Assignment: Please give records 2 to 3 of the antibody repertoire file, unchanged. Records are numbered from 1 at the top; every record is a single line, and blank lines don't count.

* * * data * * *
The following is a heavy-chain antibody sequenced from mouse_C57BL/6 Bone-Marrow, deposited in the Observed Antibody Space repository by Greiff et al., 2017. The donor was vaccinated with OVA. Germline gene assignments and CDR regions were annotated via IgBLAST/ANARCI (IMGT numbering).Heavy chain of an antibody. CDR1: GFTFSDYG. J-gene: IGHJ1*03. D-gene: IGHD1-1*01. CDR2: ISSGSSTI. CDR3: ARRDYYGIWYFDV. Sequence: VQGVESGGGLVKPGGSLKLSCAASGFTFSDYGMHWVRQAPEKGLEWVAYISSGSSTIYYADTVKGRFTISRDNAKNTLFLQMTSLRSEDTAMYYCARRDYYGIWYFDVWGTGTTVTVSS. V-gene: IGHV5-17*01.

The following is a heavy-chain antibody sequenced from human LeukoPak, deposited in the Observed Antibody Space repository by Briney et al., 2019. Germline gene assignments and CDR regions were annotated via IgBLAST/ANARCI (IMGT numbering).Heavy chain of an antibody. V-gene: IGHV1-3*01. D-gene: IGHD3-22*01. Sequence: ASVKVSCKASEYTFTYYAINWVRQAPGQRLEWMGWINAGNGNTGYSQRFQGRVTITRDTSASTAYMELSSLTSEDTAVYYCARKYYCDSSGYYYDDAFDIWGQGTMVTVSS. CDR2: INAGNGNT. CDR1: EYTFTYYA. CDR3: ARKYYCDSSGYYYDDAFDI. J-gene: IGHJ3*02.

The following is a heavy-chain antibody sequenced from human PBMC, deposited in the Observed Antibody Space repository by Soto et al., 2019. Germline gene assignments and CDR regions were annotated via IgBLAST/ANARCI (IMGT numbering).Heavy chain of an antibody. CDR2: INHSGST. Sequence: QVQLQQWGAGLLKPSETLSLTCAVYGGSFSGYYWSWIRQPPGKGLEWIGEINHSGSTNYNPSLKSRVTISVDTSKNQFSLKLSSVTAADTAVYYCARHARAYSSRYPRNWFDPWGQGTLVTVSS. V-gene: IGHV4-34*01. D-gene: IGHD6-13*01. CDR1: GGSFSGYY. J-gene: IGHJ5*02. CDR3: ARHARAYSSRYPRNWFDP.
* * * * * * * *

The following is a heavy-chain antibody sequenced from human LeukoPak, deposited in the Observed Antibody Space repository by Briney et al., 2019. Germline gene assignments and CDR regions were annotated via IgBLAST/ANARCI (IMGT numbering).Heavy chain of an antibody. V-gene: IGHV1-3*01. D-gene: IGHD3-22*01. Sequence: ASVKVSCKASEYTFTYYAINWVRQAPGQRLEWMGWINAGNGNTGYSQRFQGRVTITRDTSASTAYMELSSLTSEDTAVYYCARKYYCDSSGYYYDDAFDIWGQGTMVTVSS. CDR2: INAGNGNT. CDR1: EYTFTYYA. CDR3: ARKYYCDSSGYYYDDAFDI. J-gene: IGHJ3*02.

The following is a heavy-chain antibody sequenced from human PBMC, deposited in the Observed Antibody Space repository by Soto et al., 2019. Germline gene assignments and CDR regions were annotated via IgBLAST/ANARCI (IMGT numbering).Heavy chain of an antibody. CDR2: INHSGST. Sequence: QVQLQQWGAGLLKPSETLSLTCAVYGGSFSGYYWSWIRQPPGKGLEWIGEINHSGSTNYNPSLKSRVTISVDTSKNQFSLKLSSVTAADTAVYYCARHARAYSSRYPRNWFDPWGQGTLVTVSS. V-gene: IGHV4-34*01. D-gene: IGHD6-13*01. CDR1: GGSFSGYY. J-gene: IGHJ5*02. CDR3: ARHARAYSSRYPRNWFDP.